The Exposition Flower Beds

William Scott
Superintendent of Floriculture

From the Official "Pan -American Art Hand-Book"

Floriculture, with the development of the grounds, has assumed a very important and beautiful part of the Exposition. About fifteen acres were graded just north of the Buffalo Park and south of the Canal, and extending from the South Midway to the bridge leading to the Forecourt. This entire plot has been devoted to floriculture, including ornamental trees and shrubs. With very little solicitation the leading nurserymen and florists of the country realized the importance and advantage of a display of their specialties at the Pan-American. There are about 200 beds, ranging from an area of 10,000 square feet to small beds of less than 100 square feet. Fifty different firms are represented. The work that has been done on this beautiful garden will be the better appreciated by knowing that within ten months of the opening of the Exposition this entire territory was a bank of the most forbidding clay from the excavation of the canals and Mirror Lakes.

The first exhibit received was two thousand hardy roses from Ellwanger & Barry of Rochester. From that time on,hardy trees, shrubs, hardy perennials and bulbs, including tulips, hyacinths, narcissuses, irises, crocuses, and others, came in until winter stopped outside operations. The exhibits have been arranged with a view to having the most brilliant colors near the Elmwood entrance and in the center of the garden. The evergreens and shrubs and herbaceous plants are nearer the margins of the boundaries, where they harmonize with the shrubbery of the Park and the plantations of the Landscape Department. Being all exhibits, and as the management may not dictate what kinds or colors should be sent, there may be something lacking in the harmony of the whole. The splendid condition of the grass and the many trees that have been planted add much to the charm of the flower beds. The hybrid perpetual roses will make a beautiful show up to the middle of July, and then be succeeded by dahlias, of which there will be exhibits by the leading growers of New Jersey and New England.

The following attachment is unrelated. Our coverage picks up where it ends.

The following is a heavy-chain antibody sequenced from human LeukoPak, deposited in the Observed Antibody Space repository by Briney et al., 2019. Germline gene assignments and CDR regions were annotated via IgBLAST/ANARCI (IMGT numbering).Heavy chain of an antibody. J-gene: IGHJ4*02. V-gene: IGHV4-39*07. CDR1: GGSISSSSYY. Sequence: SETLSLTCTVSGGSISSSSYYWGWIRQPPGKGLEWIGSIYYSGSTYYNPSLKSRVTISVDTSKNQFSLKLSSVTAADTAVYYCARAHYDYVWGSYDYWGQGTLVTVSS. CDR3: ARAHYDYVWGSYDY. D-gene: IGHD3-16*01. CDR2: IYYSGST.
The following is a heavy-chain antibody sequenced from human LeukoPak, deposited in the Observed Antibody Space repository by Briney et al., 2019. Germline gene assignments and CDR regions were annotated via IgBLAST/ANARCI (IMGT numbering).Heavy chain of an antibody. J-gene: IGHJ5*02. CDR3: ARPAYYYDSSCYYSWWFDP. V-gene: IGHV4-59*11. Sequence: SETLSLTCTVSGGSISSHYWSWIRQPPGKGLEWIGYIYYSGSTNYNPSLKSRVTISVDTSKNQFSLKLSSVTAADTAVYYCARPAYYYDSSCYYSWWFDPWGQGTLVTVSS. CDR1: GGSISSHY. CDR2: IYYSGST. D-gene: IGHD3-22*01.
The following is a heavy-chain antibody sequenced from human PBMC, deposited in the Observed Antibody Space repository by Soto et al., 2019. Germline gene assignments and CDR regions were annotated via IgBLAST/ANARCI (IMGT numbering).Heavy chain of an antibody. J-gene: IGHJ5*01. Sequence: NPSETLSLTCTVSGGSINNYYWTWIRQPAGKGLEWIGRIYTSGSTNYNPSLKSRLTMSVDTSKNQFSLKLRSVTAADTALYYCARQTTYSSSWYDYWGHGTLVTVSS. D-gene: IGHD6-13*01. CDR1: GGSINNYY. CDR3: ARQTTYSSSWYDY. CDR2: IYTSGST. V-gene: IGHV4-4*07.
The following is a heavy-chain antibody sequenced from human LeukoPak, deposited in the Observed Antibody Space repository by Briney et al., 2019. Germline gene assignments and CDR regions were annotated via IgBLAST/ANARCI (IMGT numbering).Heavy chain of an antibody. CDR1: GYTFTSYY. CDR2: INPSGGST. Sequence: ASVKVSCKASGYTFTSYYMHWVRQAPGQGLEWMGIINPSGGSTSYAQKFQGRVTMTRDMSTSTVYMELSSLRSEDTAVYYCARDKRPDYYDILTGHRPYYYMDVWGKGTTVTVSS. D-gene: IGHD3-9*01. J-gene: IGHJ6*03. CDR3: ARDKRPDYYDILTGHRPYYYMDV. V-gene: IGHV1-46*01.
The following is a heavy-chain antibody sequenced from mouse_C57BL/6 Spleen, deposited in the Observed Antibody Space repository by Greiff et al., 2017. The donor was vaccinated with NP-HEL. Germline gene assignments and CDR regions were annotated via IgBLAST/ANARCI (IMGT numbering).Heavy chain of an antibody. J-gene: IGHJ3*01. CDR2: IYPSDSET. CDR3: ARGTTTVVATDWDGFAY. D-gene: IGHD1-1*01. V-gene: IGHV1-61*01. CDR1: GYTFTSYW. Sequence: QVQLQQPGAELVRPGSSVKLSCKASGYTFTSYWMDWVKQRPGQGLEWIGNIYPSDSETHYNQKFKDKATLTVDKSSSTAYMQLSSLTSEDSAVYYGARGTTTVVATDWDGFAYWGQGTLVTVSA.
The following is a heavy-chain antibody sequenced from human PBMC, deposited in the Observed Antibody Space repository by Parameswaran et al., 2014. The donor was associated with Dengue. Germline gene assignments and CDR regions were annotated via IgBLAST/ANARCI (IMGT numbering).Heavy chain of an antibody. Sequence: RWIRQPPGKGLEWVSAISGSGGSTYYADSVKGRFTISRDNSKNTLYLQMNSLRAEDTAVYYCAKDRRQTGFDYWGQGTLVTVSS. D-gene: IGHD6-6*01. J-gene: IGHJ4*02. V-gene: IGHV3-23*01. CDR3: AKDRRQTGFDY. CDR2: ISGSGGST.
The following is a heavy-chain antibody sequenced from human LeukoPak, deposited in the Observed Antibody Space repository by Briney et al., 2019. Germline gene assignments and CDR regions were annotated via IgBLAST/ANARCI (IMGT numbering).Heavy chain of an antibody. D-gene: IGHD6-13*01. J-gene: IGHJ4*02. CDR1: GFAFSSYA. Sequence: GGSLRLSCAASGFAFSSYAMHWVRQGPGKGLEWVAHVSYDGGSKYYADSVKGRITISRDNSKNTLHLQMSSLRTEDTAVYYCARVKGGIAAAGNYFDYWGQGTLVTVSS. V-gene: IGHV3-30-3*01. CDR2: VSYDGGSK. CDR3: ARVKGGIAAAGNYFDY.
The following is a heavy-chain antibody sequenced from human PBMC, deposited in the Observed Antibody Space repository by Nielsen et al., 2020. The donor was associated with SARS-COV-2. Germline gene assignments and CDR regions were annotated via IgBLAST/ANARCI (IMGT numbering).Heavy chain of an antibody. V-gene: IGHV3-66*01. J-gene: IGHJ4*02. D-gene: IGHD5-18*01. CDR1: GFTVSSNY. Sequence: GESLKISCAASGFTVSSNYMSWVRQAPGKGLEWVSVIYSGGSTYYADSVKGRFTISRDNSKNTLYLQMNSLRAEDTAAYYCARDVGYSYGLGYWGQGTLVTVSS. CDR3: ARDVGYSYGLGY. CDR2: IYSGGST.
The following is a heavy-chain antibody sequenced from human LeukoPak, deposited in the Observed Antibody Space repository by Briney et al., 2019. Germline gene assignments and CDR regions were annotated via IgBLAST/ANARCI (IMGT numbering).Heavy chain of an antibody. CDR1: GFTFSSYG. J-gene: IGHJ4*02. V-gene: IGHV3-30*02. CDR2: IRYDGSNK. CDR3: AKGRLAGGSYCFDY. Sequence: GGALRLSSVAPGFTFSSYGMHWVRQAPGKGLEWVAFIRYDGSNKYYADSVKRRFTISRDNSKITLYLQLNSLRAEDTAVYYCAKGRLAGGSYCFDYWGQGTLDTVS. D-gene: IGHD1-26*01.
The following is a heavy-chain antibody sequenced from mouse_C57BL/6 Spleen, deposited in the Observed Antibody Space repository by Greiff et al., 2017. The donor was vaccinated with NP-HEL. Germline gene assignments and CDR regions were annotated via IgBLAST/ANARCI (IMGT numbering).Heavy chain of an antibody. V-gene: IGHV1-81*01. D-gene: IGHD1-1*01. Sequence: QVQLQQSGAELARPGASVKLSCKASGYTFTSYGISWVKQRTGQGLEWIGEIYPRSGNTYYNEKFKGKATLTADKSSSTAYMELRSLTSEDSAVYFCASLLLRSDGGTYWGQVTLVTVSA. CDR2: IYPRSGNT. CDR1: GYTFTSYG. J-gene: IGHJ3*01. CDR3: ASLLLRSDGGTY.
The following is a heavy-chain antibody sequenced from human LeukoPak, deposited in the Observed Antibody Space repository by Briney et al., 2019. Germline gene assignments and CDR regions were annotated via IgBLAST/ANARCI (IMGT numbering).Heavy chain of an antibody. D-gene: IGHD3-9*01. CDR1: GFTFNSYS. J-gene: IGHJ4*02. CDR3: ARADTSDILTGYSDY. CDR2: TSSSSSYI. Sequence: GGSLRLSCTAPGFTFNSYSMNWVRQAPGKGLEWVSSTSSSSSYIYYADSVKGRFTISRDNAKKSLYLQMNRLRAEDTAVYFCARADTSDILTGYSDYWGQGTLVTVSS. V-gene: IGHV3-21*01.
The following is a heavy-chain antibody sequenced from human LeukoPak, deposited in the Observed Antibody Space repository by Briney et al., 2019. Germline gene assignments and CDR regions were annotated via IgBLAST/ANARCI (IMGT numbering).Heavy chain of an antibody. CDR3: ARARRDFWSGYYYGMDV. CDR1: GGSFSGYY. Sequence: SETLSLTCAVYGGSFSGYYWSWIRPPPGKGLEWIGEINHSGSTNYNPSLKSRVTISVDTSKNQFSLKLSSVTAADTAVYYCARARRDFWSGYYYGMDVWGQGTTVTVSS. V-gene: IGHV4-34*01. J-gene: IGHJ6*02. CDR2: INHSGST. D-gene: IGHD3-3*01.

The bulbs which have made such a brilliant display this spring have been the exhibit of F. R. Pierson of Tarrytown-on-the-Hudson. They occupy six beds, and have been pronounced by experts as the finest display of tulips ever seen in this country. They will be succeeded by cannas, musas, geraniums, and a variety of foliage plants. Henry A. Dreer of Philadelphia has fifteen smaller beds of tulips, hyacinths, and narcissuses. To succeed them they will exhibit cannas, salvias, phlox, gaillardias, verbenas, petunias, begonias, and many other summer-blooming plants, besides their large exhibit of hardy perennials.

James Vick's Sons of Rochester have beds of hyacinths and tulips, and will replenish with a variety of summer annuals. Henry Eicholtz of Waynesboro, Pa., will exhibit two new varieties of cannas. Conard & Jones, of West Grove, Pa., have four beds of the latest new cannas. Jackson & Perkins of Newark, N. Y., have an exhibit of hardy climbing roses. Nathan Smith & Co. of Adrian, Mich., exhibit two new cannas. Nelson Bogue of Batavia, N. Y., has nine large beds of the choicest hardy roses, which will be followed by dahlias. C. W. Ward of Queens, N. Y., occupies four large  beds with cannas and new geraniums.

W. G. Eisele of West End, N. J., has three beds of cannas. E. C. Smith of Geneva, N. Y., exhibits a large plantation of rudbeckia. Peter Henderson & Co. of New York City occupy the large plot between the Canal and the Horticulture Building. On it they have five very large beds and many feet of border which will be filled with a great variety of popular and many new foliage plants besides bowers of climbing plants, rustic summer-houses, and every device for the maintenance of flower gardens.